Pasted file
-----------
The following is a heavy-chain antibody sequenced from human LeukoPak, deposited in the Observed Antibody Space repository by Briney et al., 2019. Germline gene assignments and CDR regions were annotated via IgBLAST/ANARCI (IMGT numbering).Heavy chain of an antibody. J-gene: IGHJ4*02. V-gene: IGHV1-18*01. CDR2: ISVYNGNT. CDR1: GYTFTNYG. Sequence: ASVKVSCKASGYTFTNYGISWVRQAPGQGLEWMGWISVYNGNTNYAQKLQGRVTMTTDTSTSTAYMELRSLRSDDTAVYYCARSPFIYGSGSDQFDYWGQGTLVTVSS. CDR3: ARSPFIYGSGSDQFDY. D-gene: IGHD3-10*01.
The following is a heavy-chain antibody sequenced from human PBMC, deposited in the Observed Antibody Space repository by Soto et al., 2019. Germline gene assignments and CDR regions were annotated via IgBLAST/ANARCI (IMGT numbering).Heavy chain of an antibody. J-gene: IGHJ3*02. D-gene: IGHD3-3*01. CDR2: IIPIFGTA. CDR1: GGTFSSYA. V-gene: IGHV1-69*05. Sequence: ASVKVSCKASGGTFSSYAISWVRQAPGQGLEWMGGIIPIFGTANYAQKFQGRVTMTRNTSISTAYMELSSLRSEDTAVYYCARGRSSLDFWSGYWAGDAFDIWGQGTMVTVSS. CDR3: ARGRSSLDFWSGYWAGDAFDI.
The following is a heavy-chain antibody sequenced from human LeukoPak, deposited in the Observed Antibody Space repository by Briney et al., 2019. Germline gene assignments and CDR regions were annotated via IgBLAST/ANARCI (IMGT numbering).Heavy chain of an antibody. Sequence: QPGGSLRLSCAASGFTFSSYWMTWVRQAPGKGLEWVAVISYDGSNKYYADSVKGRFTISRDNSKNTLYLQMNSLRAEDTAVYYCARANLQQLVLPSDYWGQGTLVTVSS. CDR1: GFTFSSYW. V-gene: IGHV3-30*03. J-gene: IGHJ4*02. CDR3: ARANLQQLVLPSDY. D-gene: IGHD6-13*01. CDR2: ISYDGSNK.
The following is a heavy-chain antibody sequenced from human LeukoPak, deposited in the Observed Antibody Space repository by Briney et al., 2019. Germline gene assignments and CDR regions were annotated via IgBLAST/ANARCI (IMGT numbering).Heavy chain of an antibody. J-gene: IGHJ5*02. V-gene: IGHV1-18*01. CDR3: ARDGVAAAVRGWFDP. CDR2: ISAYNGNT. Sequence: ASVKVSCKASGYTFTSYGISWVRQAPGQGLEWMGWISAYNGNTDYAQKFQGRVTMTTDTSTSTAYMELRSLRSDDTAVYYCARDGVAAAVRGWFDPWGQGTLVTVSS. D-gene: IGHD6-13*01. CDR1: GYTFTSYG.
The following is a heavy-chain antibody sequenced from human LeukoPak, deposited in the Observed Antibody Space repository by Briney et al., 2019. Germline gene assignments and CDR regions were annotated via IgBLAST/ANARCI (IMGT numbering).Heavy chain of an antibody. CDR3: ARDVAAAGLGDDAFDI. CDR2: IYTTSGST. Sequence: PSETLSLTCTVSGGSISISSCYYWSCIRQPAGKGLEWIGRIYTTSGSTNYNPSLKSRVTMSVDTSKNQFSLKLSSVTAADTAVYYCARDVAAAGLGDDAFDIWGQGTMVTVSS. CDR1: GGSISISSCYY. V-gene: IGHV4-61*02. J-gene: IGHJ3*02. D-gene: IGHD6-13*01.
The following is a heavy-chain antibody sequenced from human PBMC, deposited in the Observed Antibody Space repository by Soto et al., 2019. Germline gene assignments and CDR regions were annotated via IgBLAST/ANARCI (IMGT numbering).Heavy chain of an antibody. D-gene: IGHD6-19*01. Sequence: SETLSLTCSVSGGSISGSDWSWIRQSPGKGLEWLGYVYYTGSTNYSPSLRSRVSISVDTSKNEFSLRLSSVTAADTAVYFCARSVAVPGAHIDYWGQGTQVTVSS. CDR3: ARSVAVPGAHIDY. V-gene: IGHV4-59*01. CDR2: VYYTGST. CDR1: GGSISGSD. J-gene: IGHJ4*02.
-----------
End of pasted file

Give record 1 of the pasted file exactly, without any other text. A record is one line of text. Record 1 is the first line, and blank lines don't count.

The following is a heavy-chain antibody sequenced from human LeukoPak, deposited in the Observed Antibody Space repository by Briney et al., 2019. Germline gene assignments and CDR regions were annotated via IgBLAST/ANARCI (IMGT numbering).Heavy chain of an antibody. J-gene: IGHJ4*02. V-gene: IGHV1-18*01. CDR2: ISVYNGNT. CDR1: GYTFTNYG. Sequence: ASVKVSCKASGYTFTNYGISWVRQAPGQGLEWMGWISVYNGNTNYAQKLQGRVTMTTDTSTSTAYMELRSLRSDDTAVYYCARSPFIYGSGSDQFDYWGQGTLVTVSS. CDR3: ARSPFIYGSGSDQFDY. D-gene: IGHD3-10*01.